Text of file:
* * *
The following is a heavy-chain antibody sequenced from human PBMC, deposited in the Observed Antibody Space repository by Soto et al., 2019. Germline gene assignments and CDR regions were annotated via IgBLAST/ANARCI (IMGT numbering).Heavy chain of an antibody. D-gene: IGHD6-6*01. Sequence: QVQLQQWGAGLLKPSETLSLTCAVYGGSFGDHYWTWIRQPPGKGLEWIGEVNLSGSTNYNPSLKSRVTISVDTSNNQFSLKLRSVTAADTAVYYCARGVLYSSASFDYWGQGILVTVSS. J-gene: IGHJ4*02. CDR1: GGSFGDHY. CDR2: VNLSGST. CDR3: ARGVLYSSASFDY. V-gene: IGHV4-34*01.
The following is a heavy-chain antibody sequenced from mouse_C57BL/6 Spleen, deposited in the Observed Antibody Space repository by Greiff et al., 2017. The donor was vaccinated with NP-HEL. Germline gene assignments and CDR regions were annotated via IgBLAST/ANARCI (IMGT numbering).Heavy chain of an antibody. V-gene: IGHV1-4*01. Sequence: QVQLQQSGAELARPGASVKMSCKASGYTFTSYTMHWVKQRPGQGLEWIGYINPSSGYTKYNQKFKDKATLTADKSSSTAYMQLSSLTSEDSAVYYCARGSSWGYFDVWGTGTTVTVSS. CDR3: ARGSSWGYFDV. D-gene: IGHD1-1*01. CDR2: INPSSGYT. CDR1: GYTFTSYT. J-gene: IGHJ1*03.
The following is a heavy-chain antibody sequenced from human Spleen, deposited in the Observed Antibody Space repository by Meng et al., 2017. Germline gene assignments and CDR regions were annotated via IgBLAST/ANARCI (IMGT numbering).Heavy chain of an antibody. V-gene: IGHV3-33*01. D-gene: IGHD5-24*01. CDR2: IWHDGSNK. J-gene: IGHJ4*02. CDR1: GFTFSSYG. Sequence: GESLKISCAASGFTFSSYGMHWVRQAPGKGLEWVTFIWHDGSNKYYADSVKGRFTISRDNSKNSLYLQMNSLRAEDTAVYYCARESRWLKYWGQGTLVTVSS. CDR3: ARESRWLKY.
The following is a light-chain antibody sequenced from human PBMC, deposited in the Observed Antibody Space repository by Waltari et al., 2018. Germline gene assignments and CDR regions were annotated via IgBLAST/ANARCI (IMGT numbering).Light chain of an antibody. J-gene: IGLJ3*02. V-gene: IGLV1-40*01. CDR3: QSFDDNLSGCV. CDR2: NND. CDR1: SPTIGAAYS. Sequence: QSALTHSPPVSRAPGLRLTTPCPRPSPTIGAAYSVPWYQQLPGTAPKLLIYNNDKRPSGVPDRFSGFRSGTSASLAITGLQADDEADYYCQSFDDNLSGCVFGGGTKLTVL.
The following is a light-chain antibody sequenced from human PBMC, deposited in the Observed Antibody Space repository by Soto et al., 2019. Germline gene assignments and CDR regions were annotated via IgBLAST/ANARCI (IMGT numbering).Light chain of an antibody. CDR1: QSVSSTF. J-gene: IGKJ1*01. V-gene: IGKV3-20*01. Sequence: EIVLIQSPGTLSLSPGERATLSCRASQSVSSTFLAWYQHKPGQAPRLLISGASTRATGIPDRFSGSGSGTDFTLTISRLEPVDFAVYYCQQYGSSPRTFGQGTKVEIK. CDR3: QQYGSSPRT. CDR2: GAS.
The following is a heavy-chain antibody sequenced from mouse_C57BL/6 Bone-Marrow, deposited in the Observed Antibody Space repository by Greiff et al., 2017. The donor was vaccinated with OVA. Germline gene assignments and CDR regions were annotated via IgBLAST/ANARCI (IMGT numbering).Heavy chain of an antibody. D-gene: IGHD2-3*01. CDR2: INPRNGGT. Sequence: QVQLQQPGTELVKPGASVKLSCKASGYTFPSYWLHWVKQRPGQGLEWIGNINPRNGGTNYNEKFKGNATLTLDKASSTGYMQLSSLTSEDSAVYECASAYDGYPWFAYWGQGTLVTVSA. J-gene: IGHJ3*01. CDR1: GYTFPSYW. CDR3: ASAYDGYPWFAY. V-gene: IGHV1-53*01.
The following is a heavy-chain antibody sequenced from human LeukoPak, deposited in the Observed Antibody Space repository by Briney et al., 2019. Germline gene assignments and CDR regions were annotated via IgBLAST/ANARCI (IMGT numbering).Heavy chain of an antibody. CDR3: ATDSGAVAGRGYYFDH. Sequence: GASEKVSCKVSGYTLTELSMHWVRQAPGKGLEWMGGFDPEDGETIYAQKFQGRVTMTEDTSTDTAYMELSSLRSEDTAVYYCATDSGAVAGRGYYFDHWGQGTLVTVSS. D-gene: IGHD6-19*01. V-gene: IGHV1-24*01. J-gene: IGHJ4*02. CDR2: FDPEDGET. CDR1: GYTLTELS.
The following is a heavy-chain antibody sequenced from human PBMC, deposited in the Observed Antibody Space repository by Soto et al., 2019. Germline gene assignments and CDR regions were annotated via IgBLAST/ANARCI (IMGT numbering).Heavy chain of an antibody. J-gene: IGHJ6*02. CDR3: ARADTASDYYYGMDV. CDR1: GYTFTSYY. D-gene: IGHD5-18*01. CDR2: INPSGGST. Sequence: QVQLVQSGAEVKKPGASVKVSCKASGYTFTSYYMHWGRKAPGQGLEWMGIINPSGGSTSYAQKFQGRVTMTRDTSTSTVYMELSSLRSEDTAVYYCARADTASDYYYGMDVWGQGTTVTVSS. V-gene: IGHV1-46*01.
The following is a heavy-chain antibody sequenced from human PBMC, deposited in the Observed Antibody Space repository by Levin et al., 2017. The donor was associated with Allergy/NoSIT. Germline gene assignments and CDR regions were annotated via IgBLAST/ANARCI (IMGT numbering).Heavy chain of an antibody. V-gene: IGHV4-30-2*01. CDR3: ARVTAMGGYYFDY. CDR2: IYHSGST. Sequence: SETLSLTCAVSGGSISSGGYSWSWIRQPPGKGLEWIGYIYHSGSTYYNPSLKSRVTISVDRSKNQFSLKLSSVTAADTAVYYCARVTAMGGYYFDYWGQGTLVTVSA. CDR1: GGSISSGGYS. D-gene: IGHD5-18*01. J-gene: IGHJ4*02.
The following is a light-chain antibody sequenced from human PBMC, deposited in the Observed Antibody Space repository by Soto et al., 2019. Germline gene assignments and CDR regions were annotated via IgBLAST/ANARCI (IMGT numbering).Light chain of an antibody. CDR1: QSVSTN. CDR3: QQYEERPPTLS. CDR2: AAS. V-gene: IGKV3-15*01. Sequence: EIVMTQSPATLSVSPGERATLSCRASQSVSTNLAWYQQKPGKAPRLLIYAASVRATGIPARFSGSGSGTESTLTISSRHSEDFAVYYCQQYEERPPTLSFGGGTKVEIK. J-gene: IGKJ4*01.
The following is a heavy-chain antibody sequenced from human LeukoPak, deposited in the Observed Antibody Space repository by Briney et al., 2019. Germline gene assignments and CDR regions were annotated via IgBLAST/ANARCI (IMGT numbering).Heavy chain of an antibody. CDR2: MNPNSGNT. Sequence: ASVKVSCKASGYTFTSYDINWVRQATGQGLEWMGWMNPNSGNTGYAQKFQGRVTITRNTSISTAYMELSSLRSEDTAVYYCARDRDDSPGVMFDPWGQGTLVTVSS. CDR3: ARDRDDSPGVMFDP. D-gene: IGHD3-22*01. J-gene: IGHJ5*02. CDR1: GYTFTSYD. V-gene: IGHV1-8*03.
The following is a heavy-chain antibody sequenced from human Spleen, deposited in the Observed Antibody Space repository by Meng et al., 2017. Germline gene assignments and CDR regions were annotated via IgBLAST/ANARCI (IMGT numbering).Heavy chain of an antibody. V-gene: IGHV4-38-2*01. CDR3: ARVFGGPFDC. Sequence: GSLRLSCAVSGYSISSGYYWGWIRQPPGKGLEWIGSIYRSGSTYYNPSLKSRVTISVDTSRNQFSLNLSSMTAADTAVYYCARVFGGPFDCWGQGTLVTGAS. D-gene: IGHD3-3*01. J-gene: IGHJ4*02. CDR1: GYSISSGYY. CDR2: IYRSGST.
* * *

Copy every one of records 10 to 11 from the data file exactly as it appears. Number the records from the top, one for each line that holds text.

The following is a light-chain antibody sequenced from human PBMC, deposited in the Observed Antibody Space repository by Soto et al., 2019. Germline gene assignments and CDR regions were annotated via IgBLAST/ANARCI (IMGT numbering).Light chain of an antibody. CDR1: QSVSTN. CDR3: QQYEERPPTLS. CDR2: AAS. V-gene: IGKV3-15*01. Sequence: EIVMTQSPATLSVSPGERATLSCRASQSVSTNLAWYQQKPGKAPRLLIYAASVRATGIPARFSGSGSGTESTLTISSRHSEDFAVYYCQQYEERPPTLSFGGGTKVEIK. J-gene: IGKJ4*01.
The following is a heavy-chain antibody sequenced from human LeukoPak, deposited in the Observed Antibody Space repository by Briney et al., 2019. Germline gene assignments and CDR regions were annotated via IgBLAST/ANARCI (IMGT numbering).Heavy chain of an antibody. CDR2: MNPNSGNT. Sequence: ASVKVSCKASGYTFTSYDINWVRQATGQGLEWMGWMNPNSGNTGYAQKFQGRVTITRNTSISTAYMELSSLRSEDTAVYYCARDRDDSPGVMFDPWGQGTLVTVSS. CDR3: ARDRDDSPGVMFDP. D-gene: IGHD3-22*01. J-gene: IGHJ5*02. CDR1: GYTFTSYD. V-gene: IGHV1-8*03.